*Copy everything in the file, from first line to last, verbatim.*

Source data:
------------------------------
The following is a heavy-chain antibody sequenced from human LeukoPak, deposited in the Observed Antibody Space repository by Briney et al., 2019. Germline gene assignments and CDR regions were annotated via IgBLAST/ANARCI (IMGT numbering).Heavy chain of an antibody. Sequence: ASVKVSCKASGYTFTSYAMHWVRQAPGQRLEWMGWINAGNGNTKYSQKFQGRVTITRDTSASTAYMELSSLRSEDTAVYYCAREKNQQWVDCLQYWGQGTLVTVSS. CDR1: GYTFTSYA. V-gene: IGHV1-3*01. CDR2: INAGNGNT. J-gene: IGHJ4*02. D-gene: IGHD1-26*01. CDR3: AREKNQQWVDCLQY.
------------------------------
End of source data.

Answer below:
The following is a heavy-chain antibody sequenced from human LeukoPak, deposited in the Observed Antibody Space repository by Briney et al., 2019. Germline gene assignments and CDR regions were annotated via IgBLAST/ANARCI (IMGT numbering).Heavy chain of an antibody. Sequence: ASVKVSCKASGYTFTSYAMHWVRQAPGQRLEWMGWINAGNGNTKYSQKFQGRVTITRDTSASTAYMELSSLRSEDTAVYYCAREKNQQWVDCLQYWGQGTLVTVSS. CDR1: GYTFTSYA. V-gene: IGHV1-3*01. CDR2: INAGNGNT. J-gene: IGHJ4*02. D-gene: IGHD1-26*01. CDR3: AREKNQQWVDCLQY.